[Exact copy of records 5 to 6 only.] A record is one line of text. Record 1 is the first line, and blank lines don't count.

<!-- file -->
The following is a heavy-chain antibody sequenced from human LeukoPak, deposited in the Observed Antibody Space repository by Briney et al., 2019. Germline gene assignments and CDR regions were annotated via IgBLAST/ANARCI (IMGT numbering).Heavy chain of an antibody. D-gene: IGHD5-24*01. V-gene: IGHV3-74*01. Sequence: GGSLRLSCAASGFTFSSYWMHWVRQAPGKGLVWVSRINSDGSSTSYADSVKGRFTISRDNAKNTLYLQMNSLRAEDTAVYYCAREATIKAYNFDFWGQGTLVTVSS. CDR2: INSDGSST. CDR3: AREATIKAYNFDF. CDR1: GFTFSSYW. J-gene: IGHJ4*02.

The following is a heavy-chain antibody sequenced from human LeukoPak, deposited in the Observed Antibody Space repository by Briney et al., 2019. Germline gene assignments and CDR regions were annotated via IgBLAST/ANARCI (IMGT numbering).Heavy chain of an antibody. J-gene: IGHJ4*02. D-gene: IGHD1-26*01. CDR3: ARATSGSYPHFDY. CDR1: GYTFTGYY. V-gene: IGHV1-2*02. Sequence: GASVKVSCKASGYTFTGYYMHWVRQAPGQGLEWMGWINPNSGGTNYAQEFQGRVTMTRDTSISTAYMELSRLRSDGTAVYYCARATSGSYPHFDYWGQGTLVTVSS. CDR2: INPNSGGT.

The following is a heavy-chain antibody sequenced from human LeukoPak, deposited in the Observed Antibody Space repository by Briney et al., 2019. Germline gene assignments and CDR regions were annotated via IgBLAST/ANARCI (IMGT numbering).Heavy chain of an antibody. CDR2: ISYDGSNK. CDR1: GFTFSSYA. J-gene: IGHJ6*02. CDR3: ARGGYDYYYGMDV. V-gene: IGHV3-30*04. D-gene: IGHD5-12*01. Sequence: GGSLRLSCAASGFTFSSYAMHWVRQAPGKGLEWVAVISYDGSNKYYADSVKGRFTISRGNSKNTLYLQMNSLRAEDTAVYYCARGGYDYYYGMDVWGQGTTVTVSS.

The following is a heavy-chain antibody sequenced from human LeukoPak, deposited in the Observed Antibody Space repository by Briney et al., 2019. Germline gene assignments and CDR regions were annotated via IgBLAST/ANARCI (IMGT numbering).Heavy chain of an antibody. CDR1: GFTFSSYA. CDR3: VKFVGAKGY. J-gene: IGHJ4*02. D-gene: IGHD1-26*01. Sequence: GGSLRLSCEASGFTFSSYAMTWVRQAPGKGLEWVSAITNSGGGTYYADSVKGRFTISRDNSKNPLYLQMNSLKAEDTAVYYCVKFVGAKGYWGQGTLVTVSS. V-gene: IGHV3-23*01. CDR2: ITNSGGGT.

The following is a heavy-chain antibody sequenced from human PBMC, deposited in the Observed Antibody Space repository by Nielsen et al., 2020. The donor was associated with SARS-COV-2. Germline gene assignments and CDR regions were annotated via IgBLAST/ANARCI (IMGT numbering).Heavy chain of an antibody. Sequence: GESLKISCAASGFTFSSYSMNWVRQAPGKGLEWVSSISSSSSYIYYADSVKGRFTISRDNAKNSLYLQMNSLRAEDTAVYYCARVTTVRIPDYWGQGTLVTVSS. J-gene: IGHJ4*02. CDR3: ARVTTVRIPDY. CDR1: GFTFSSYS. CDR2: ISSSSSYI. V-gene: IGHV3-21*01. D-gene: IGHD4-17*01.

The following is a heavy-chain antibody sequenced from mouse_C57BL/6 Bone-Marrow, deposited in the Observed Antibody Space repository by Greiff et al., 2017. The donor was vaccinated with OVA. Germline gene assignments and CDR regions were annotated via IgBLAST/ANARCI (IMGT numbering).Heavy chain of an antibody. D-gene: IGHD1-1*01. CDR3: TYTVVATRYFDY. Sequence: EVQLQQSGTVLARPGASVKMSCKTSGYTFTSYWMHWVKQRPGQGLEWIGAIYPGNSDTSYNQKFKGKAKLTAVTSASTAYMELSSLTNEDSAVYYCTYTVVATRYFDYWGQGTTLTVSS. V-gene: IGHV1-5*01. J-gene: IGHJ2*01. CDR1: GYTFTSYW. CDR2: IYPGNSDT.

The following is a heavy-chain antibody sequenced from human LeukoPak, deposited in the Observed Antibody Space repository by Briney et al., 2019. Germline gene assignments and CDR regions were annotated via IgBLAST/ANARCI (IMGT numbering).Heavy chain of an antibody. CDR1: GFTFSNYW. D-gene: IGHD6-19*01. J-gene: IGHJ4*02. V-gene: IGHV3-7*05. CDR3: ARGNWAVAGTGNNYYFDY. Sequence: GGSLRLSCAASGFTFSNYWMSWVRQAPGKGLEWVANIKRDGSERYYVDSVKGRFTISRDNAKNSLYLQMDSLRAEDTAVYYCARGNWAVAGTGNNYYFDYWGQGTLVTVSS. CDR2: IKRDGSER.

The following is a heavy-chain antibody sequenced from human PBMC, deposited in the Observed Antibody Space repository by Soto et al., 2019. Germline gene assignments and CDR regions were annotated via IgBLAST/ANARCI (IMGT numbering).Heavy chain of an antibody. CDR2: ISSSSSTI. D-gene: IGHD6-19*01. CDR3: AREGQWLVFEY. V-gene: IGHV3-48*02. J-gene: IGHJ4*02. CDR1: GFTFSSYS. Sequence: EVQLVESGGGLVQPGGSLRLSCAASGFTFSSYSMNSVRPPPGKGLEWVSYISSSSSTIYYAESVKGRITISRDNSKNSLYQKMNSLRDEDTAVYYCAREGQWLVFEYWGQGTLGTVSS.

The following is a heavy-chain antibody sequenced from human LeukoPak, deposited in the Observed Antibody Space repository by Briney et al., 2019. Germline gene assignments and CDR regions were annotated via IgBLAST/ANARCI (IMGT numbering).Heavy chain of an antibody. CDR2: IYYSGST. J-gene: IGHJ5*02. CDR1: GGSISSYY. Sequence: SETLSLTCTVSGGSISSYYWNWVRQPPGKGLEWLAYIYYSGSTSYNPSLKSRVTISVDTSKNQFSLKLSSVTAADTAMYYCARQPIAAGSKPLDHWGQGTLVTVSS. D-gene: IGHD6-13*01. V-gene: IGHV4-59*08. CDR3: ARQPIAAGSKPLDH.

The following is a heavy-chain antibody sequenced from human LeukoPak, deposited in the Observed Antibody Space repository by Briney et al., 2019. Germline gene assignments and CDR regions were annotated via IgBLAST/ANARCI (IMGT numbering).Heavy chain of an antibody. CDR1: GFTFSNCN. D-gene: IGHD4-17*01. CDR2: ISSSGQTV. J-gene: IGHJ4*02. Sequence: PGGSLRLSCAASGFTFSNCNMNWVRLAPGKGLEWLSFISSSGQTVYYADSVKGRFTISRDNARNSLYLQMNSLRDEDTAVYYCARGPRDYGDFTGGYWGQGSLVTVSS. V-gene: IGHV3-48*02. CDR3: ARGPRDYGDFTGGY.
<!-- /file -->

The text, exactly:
The following is a heavy-chain antibody sequenced from human PBMC, deposited in the Observed Antibody Space repository by Nielsen et al., 2020. The donor was associated with SARS-COV-2. Germline gene assignments and CDR regions were annotated via IgBLAST/ANARCI (IMGT numbering).Heavy chain of an antibody. Sequence: GESLKISCAASGFTFSSYSMNWVRQAPGKGLEWVSSISSSSSYIYYADSVKGRFTISRDNAKNSLYLQMNSLRAEDTAVYYCARVTTVRIPDYWGQGTLVTVSS. J-gene: IGHJ4*02. CDR3: ARVTTVRIPDY. CDR1: GFTFSSYS. CDR2: ISSSSSYI. V-gene: IGHV3-21*01. D-gene: IGHD4-17*01.

The following is a heavy-chain antibody sequenced from mouse_C57BL/6 Bone-Marrow, deposited in the Observed Antibody Space repository by Greiff et al., 2017. The donor was vaccinated with OVA. Germline gene assignments and CDR regions were annotated via IgBLAST/ANARCI (IMGT numbering).Heavy chain of an antibody. D-gene: IGHD1-1*01. CDR3: TYTVVATRYFDY. Sequence: EVQLQQSGTVLARPGASVKMSCKTSGYTFTSYWMHWVKQRPGQGLEWIGAIYPGNSDTSYNQKFKGKAKLTAVTSASTAYMELSSLTNEDSAVYYCTYTVVATRYFDYWGQGTTLTVSS. V-gene: IGHV1-5*01. J-gene: IGHJ2*01. CDR1: GYTFTSYW. CDR2: IYPGNSDT.